Symbolism is a wonderful, magical and mystical thing

This entry is part 10 of 10 in the series The Buzz 01-03

It is something that we can trace back to Paleolithic times when cave paintings were made of a shaman laying on the ground in a trance wearing a birdlike mask (the symbol of transcendence and freedom) (Jung, Franz, Henderson, Jacobi & Jaffè, 1964, p.147). But symbolism is also something that we can see in more recent times with ever-improving new psychological discoveries and the exploration of the abyss that we call the unconscious mind.

The unconscious or subconscious mind as Freud would call it the part of our consciousness where all the memories and knowledge that we have forgotten goes. But of course, that is not the only function of the unconscious mind. The unconscious mind is also a place where a big part of our identity lies and where we push parts of our personality that we deny our shadow. (Jung & Franz, 1964, p.171). Our unconscious mind doesn’t communicate with a sense of logic, very often it shows us images in terms of symbolism in a haptic and chaotic way as can be seen in our dreams (Jung & Franz, 1964, p.3).

Our conscious mind, on the other hand, likes to communicate logically, it likes dramatic structures that have a beginning a middle, and an end (Aristotle, 2013, p. 26) that structure has some logic to it and it tends to be the way that we tell each other stories. It starts here, then this happened and this is how it ended. That’s a satisfying storyline and it feels right and complete. The unconscious mind however doesn’t care about this concept whatsoever. It just gives you a dream where you have a scary experience, and you finally find a piece of treasure which then turns you into a bird and you wake up. That’s it. You might wake up confused asking yourself what this dream meant, or you might wake up not remembering or caring about it at all.

The dream that the unconscious mind sends our way however was filled with symbolism. Symbolism which we can trace back to mythology, fairy tales, and even to art. Mythology has always had an important role in us as humans. It was used to give meaning to life, to explain the universe, to establish social order, and for the psychological development of the individual (Campbell, 2004, p.3). It is even believed that mythology has become a part of the human collective unconscious (Campbell, 2008, p.6) and that it will come back in different stages of our life, our subconscious mind uses it to tell us things.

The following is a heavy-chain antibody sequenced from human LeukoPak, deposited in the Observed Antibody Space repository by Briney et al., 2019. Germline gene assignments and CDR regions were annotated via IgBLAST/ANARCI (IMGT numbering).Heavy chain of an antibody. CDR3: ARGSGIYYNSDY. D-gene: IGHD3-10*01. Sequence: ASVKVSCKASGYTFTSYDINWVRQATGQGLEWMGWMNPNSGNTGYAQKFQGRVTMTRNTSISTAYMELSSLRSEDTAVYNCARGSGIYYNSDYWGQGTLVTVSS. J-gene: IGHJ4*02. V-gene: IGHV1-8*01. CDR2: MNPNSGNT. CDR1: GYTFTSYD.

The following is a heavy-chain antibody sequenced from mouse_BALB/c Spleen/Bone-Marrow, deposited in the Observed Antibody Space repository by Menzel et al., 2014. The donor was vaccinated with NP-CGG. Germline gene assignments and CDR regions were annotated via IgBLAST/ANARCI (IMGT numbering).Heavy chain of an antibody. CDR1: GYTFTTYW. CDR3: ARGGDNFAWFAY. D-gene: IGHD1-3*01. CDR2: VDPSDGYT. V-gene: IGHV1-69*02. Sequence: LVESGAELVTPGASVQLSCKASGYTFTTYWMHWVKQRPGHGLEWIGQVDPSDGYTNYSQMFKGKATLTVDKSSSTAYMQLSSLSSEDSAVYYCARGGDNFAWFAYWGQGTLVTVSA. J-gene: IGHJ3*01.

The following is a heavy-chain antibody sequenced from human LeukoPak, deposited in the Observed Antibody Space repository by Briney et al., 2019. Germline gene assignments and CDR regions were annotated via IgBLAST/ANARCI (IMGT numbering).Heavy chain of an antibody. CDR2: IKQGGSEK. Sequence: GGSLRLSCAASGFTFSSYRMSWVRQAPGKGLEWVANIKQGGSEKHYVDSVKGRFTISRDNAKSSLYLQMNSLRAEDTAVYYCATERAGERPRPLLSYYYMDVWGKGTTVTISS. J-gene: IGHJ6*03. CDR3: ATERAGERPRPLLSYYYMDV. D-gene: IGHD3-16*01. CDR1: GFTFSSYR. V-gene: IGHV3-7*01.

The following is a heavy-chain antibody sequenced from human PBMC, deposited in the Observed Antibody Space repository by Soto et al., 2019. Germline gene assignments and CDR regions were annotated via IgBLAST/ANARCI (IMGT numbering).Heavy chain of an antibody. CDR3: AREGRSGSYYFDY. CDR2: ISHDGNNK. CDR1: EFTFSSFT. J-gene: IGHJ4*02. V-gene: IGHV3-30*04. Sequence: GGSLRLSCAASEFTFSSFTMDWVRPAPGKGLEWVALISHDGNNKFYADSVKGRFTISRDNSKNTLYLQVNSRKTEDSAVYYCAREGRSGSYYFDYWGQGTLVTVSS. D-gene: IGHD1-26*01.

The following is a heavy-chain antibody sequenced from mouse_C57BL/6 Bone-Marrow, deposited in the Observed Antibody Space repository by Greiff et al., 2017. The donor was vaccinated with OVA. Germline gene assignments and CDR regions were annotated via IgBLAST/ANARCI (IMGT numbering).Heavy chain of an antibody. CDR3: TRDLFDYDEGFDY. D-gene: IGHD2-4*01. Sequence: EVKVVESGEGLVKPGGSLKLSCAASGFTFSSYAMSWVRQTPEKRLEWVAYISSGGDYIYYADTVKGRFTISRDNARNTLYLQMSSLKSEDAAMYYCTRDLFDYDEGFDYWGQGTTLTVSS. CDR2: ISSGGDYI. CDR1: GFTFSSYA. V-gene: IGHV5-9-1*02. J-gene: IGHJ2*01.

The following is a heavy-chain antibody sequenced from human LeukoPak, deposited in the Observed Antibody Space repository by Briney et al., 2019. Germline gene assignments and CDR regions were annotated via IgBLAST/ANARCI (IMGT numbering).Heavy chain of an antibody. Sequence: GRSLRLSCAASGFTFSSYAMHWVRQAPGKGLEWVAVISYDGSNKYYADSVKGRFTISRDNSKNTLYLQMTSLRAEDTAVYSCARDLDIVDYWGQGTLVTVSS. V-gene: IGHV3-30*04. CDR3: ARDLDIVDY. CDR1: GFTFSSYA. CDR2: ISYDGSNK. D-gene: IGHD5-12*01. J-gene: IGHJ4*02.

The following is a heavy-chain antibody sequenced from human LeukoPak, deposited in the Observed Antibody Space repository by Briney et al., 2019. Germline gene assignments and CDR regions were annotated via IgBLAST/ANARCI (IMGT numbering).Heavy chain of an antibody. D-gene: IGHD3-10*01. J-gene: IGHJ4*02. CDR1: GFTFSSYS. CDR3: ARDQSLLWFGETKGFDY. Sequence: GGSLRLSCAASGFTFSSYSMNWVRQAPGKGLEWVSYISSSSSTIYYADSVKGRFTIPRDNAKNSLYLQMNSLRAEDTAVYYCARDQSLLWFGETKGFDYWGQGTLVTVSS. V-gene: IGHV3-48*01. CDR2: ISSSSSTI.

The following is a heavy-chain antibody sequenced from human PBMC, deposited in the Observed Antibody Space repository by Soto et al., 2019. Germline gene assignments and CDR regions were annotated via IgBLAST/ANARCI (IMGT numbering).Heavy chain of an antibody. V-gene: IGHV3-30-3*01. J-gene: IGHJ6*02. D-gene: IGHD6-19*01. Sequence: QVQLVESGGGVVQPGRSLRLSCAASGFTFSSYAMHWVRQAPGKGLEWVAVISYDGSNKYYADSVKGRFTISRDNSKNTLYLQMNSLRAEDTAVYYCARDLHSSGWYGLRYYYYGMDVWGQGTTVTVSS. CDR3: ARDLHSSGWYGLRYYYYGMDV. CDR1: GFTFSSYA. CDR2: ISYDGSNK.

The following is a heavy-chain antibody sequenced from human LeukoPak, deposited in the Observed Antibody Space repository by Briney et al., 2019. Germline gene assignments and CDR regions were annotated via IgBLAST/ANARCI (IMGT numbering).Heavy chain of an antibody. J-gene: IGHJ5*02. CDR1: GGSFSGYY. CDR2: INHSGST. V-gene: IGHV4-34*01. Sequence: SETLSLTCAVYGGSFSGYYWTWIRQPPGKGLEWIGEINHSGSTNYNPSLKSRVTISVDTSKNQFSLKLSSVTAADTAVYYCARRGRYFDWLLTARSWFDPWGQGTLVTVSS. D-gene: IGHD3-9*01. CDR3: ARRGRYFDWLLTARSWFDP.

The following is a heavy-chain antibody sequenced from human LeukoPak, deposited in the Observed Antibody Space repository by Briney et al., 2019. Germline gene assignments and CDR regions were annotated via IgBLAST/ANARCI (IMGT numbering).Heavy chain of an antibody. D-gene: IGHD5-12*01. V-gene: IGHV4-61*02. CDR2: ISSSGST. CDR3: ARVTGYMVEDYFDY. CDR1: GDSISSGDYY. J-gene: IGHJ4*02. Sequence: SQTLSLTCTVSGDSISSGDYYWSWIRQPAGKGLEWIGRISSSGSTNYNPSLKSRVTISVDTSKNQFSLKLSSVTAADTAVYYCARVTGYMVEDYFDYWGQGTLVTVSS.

Mythology has also always had an important role in carrying the human spirit forward and helping us to endure difficult times (Campbell, 2008, p.6). It has helped us to develop ourselves and to give us direction in life. It is even said that discovering your myth can be your pathway to bliss. If this wasn’t true then why would Jung have spent most of his life searching for his personal myth? Knowing the above, how do mythology and symbolism translate into art? Well since symbolism and mythology have had such a big impact on the human race throughout history and it has helped many humans through tough times (remember even biblical stories and stories from the Quran are mythology). It can be translated into art and it should be, that’s the point of art after all: “To translate wisdom and knowledge into experience” (Campbell, 1990, p.33).

That is exactly why symbolism is so important. It points to something deeper, something that will have a lasting impact on the human being that sees the piece of art, and so following Gabi’s ultimate conception, the human being who enters the show will be a different one than the one leaving the show. Symbolism is always found in mythology and as mentioned earlier it helps us to develop psychologically. In every mythology there is some lesson to be learned, some aspect of ourselves that needs honoring, and there are many answers to life’s existential questions. When symbolic aspects are properly used in art, or in our case magic, it will have a transformative experience on the beholder. At least, it leaves the doors open for this experience to happen. We have to understand that we can’t force someone into a certain experience. But, as long as the images are present, we can potentially change someone’s life.

This of course is not the only role of putting symbolism in art. It can also give our art more depth and if properly constructed we can create something enjoyable for everyone. We could construct our magic in such a way that people who are just there for simple fun can

experience that, while people who are open to something deeper can have a deeper experience. The point of putting symbolism into art is that we are creating something to speak to the unconscious mind and at the same time it will feel very safe. It feels meaningful and if not overdone it will leave your audience with a poetic and beautiful experience.

Rico Weeland


Jung, C.G., Franz, M.-L., Henderson, J. L., Jocbi, J., JaffÈ, A. (1964). Symbols of Transcendence. Man, and His Symbols. P,147.

Jung, C.G., Franz, M.-L., Henderson, J. L., Jocbi, J., JaffÈ, A. (1964). The Realisation of the Shadow. Man, and His Symbols. P,171.

Jung, C.G., Franz, M.-L., Henderson, J. L., Jocbi, J., JaffÈ, A. (1964). The Importance of Dreams. Man, and His Symbols. P,3.

Aristotle. (2013). Completeness. Poetics. P,26 (The Oxford World’s Classics edition of 2013)

Campbell, J. (2004) The Functions of Mythology. Pathways to Bliss. P,3

Campbell, J (2008) The Monomyth. The Hero with a Thousand Faces. P,6

Campbell, J (1990). The Road of Trials. The Hero’s Journey. P,33.

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